By Peter Schaumber
The Obama National Labor Relations Board continues its unrelenting effort to expand union power over the workplace. Already, the board has stripped workers of their right to challenge by a secret ballot election their employer’s recognition of a union based on a questionable card check; mandated rushed elections—the so-called “Ambush Election” rule—that eliminates the time necessary for employees to hear the other side of the union story and authorized the creation of unprecedented small bargaining units—the groups of employees represented by a union—which will give unions quick easy access into an employer but threatens to balkanize the workplace.
Now, last August, it did what the former Clinton board refused to do: it roped in for union organizing millions of U.S. companies, large and small, in all segments of the economy that increasingly go outside the traditional employment model and contract with specialized service companies to perform a function such as providing temporary help, a building security or janitorial service, or making a part.
Contracting out has become an important tool for small and large businesses. It allows producers to focus on their core competencies, increase productivity and improve efficiency. It has spawned the creation of tens of thousands of service companies creating millions of jobs.
Frustrated by the loss of an economy dominated by manufacturing and large companies, unions view contracting out as inhibiting their ability to organize. For a union, a larger battle in one locale is easier and less expensive to fight than multiple smaller ones. Big Labor has been clamoring for a change.
In perhaps its most reckless and irresponsible decision to date, the Obama board delivered one.
It made the producer an employer of its service company’s employees—liable for the service company’s unfair labor practices and obligated to bargain with a union representing the service company’s employees over the terms of the service contract.
The majority eliminated long-standing common sense requirements that an employer had to exercise “meaningful,” “direct” control over an essential term and condition of employment. Now, indirect control, however tangential, over terms previously considered non-essential will be sufficient. These are contract provisions routinely used to protect the workplace, and make sure the producer gets what it is paying for, such as: a cost-plus contract price, a description of the general nature of the work to be performed, the number of workers to perform it, minimum job qualifications and the removal from the workplace of a worker for misconduct such as taking illicit drugs.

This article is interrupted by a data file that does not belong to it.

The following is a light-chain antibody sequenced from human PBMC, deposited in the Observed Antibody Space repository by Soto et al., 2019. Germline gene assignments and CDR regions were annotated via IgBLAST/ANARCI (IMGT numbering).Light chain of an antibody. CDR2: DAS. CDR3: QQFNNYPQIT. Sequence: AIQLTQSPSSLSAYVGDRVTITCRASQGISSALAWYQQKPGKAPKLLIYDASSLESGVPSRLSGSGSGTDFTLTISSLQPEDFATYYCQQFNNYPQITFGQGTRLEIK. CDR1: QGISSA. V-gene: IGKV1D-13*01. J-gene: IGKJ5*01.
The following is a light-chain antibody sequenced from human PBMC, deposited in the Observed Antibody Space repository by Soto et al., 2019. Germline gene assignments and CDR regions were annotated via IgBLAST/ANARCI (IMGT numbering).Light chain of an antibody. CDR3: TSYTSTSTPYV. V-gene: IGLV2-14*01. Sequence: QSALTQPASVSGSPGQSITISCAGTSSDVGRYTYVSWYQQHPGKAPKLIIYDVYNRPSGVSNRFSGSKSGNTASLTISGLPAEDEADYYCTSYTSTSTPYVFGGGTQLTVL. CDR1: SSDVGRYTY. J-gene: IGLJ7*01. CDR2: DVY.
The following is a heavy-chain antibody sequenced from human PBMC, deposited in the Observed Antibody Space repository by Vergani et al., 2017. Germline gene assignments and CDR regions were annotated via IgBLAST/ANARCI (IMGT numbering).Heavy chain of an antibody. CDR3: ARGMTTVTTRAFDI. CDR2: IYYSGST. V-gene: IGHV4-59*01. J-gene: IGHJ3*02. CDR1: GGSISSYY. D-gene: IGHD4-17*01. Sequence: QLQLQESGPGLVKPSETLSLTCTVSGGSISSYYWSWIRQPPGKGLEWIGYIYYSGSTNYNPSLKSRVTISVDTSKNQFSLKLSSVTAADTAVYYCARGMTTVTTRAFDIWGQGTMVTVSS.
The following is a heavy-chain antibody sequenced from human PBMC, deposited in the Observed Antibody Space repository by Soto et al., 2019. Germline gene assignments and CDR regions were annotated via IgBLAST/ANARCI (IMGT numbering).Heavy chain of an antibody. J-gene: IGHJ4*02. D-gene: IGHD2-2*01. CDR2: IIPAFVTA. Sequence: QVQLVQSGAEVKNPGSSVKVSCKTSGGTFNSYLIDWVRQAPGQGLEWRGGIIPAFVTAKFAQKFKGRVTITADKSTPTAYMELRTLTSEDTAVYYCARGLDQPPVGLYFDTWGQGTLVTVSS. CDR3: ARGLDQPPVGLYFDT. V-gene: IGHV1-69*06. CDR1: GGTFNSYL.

The decision will cause significant harm to U.S. business and cost countless jobs.
A key ingredient to economic growth, flexible labor, will be less available as unions add temporary workers to a producer’s regular workforce. The benefits of using specialized service companies as an aid in production will be greatly outweighed by a collective bargaining obligation that could result in the producer having to bargain away its ability to contract with a different service company or to cut down on workers it no longer needs. And the unions, of course, will use the bargaining table to gain access to the producer’s other employees and for leverage in the effort to organize the balance of the producer’s employees.
Unions and their allies defend this expanded standard because of the alleged economic disparity between temporary and regular workers: temporary workers are generally paid less and receive fewer benefits than regular workers. But lower pay and fewer benefits are typical of temporary work. Temporaries at the Obama Department of Labor receive fewer benefits than its regular workers. The differential in pay and benefits makes temporary work affordable for the employer and is made up for by opportunities regular work does not provide, such as, an immediate job without a job search, training, experience in different industries, and control over career.
This is not to gloss over the serious social problem that exists when a large percentage of temporary workers (70 percent find permanent work within a year) are locked into lower-paid temporary work or when an employer’s immoral desire for excessive gain causes it to take advantage of its temporary workforce. But the unavailability of permanent work for some and the shameful avarice of others is insufficient reason for a government agency to ignore the common sense limits built into the law it is charged with administering and issuing a decision that goes far beyond the problem showcased to justify it.
The reach of the board’s joint employer ruling makes its consequences even more alarming. The new “employer” standard is about to be applied to the relationship between franchisors and their franchisees, threatening to destabilize whole industries that rely on entrepreneurs to open independent businesses to sell their products.
The board acquiesces only to decisions of the Supreme Court. As a result, it will take years for this issue to be resolved using the judicial process. In the meantime, an untold number of businesses and their employees will be harmed. Congressional riders have been added to the 2016 omnibus spending bill that will block implementation of this recent decision as well as the Ambush Election rule. These are important riders that should not be eliminated.